Where watercolor meets pastel. Tom Perkinson has dedicated his life and career to painting. Here’s what decades of this type of dedication to unique ways of working have produced.
Tom Perkinson and the light landscape
Indians have a phrase that I like. Keep your head open. It is an invitation to live every moment and to be open to new possibilities and new solutions. It perfectly describes the perspective Perkinson brings to his work. He paints the enchanting landscape of New Mexico and pushes color into almost otherworldly realms of rich violets, bright yellows, and bright oranges. The resulting pictures revel in the transformative potential of sunrise.
Inspired by a climate that can showcase anything, from the crisp clarity of the mountain air to the sudden storms sweeping through the desert floor to the delicate charm of winter snowfall, Perkinson’s work appears to be the latest tribute to one of the most visually spectacular regions in the United States. It is therefore not surprising that almost all of his images create from his imagination and memory. My color sequences are not in the field of nature because I don’t portray being; I’m a fictional artist. I try to paint a cute girl drawing and feel for the place as if this scene existed.
My collectors have asked me where this scene is, and all I have to do is point my head and say I made it up. So I see my work as romantic realism. I paint a certain reality that I made up and take inspiration from the fascinating and rich landscape of the Southwest.
The real job
The artist notes that although the viewer is generally enthusiastic about color, he pays great attention to the tonal values and notices that color gets all the credit, but it’s the states that do all the tasks.
Start with the washes
I don’t start with the sketches because I want to follow the painting in every direction. I begin with waves of different finishes and colors. Then I start looking for a landscape. At that moment, different directions will appear to me, and therefore I have to choose one of them. The decision is the hardest part of the process for the artist, so he always tries to be open to change.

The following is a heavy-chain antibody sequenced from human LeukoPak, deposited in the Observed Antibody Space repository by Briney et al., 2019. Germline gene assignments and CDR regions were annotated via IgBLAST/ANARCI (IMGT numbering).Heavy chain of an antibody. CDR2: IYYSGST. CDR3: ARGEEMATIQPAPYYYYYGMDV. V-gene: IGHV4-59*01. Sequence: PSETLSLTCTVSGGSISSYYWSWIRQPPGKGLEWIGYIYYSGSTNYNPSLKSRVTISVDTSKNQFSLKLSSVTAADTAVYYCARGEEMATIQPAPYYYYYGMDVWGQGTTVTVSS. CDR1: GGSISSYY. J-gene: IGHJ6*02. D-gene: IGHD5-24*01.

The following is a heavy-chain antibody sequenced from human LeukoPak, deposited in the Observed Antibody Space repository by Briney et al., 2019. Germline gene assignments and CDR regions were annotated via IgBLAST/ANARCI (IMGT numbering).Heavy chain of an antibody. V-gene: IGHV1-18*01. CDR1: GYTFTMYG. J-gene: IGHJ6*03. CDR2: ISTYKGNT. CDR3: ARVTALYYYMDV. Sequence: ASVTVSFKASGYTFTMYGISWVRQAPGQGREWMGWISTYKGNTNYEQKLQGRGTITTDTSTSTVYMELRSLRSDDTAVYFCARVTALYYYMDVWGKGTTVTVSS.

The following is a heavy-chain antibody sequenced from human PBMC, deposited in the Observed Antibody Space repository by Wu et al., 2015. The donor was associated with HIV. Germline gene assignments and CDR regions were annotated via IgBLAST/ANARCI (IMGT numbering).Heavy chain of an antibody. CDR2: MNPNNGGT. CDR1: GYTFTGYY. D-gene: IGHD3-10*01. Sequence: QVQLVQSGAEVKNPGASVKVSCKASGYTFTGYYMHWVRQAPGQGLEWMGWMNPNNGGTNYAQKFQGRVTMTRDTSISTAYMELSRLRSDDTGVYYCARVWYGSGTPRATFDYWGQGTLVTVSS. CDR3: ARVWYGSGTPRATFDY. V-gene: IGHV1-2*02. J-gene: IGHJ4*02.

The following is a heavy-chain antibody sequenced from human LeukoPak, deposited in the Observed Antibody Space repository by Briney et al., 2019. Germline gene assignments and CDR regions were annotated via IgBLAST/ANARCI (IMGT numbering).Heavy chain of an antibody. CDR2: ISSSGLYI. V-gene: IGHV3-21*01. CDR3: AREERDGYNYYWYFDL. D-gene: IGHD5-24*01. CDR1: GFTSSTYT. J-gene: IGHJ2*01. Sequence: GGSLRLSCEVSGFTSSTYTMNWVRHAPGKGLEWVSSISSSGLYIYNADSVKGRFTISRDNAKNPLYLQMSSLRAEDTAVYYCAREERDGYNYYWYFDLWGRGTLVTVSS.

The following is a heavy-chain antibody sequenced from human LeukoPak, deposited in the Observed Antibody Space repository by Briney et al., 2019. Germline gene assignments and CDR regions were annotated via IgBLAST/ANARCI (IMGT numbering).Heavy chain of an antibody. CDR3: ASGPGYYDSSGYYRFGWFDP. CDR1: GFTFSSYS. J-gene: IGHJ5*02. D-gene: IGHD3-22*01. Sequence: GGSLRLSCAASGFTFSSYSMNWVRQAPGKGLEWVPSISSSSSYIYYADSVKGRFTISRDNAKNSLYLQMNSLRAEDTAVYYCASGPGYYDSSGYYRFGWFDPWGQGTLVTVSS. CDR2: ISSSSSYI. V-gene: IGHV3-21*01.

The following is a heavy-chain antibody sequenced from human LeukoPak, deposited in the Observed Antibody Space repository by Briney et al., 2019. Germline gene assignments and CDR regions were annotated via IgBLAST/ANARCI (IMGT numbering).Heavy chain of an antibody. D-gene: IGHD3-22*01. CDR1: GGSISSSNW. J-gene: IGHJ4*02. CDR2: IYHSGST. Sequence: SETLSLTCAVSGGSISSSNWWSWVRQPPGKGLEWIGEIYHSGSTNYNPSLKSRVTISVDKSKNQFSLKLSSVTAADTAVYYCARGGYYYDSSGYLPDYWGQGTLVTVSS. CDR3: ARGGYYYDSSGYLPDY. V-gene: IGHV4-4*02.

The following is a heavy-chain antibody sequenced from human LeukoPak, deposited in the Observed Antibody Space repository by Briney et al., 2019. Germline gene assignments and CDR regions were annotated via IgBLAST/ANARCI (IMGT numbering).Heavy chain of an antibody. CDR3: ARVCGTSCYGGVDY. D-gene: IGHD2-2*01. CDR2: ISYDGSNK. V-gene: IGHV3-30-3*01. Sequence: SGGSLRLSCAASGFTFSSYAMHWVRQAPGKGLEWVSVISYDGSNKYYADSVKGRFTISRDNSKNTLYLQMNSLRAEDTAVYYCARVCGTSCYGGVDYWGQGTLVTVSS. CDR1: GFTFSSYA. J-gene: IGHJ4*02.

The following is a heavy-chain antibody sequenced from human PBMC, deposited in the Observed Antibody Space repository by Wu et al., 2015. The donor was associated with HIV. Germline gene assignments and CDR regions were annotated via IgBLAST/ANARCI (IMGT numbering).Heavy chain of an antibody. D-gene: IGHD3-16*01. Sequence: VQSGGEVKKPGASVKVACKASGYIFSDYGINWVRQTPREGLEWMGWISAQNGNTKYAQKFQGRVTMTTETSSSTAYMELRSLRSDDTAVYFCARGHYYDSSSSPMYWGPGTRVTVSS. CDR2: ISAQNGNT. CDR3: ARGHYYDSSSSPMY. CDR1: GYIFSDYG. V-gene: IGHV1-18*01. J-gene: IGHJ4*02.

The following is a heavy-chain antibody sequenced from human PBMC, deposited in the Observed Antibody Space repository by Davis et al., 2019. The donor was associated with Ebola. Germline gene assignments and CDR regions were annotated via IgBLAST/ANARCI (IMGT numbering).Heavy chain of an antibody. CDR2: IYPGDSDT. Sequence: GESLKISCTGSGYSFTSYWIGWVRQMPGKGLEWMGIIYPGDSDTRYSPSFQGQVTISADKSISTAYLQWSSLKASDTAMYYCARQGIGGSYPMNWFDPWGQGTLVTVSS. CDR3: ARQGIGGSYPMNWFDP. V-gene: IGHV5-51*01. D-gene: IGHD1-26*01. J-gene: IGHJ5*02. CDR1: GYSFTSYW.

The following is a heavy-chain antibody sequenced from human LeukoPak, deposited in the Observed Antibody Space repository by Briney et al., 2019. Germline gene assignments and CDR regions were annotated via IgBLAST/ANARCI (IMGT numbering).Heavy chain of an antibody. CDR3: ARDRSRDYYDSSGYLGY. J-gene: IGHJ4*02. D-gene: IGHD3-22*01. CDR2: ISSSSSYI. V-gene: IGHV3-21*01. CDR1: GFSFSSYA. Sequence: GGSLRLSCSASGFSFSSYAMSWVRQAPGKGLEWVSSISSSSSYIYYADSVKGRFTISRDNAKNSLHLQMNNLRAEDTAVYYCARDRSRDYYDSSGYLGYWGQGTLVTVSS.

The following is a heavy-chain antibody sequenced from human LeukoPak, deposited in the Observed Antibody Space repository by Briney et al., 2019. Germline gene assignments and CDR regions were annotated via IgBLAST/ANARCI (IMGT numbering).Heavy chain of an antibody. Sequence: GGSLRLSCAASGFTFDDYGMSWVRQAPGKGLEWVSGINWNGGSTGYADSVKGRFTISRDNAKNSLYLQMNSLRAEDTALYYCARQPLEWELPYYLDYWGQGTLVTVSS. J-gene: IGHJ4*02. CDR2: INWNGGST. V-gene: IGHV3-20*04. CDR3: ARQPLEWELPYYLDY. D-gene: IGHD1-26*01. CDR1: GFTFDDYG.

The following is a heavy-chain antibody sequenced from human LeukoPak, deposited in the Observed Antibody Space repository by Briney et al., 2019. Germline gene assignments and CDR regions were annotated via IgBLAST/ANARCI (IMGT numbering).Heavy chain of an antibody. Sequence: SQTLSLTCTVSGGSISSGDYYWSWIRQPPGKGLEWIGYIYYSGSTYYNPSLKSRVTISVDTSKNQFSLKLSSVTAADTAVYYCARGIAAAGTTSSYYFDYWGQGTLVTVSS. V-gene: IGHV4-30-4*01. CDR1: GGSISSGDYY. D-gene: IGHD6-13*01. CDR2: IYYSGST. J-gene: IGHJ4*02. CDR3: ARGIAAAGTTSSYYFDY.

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Once Perkinson starts to feel for the developing view, he works to get a taste of the range. In those first few moments, I have to determine my way from the picture. Am I a mile or just over the river? It is one of the first steps, and I have to decide before I can proceed. It is important to work out the perspective and how things relate to each other in the picture. Then, as the landscape develops, I look for more images to add to the composition.
After making the watercolor, Perkinson lets it dry late and then works on it the following day with brown pencils and colors. The watercolor penetrates the paper while the pastel is on the surface, enhancing the illusion of depth and space. Perkinson uses the pastel layer to reinforce and dramatize the images created in the watercolor. I often rub in some places and take away others. This technique gives the painting its visual history and its own patina.
Perkinson sometimes practices a bottle of compressed air to create various effects, which he passes through a thin pipe; the air blows the crayon around the surface or away entirely. This method allows the designer to change a passage, add character, or remove most pastel from an operation. The effect I get depends on how far I hold the can from the paper and how far I pull the trigger. It creates effects that I can’t get any other way. Perkinson also uses cardboard tubes or stumps to blend and lift pastel colors from one area to repeat the color in another. It’s a really good technique in terms of the subtlety that I can achieve.
Where watercolor and pastel meet
Using watercolor, I quickly applied the core washes and abstract texture. I then applied hickory ink in the forefront.
I’ve added the rain cloud and mountains in the background. I then covered up some areas to push them back into space.
I’ve added cloud details and more color to the sky.
I’ve produced more detail with watercolor, pastel, and colored pencils, totaling more vivid colors to the sky, trees, history, and prominence.
I added the two geese by the water and the red-winged blackbird in the foreground. I was working on the big rock under the trees on the left.
I added another goose near the water and painted the flying geese Geese in November.
Light and landscape
You can find more exciting instructions on other important aspects of landscapes in Johannes Vloothuis’ monthly Paint Along. You can see all three sessions live with Johannes while painting or whenever you want (sessions will be recorded for you!). That’s over 12 hours of creative fun on one of the most popular subjects in landscape painting. Have fun!
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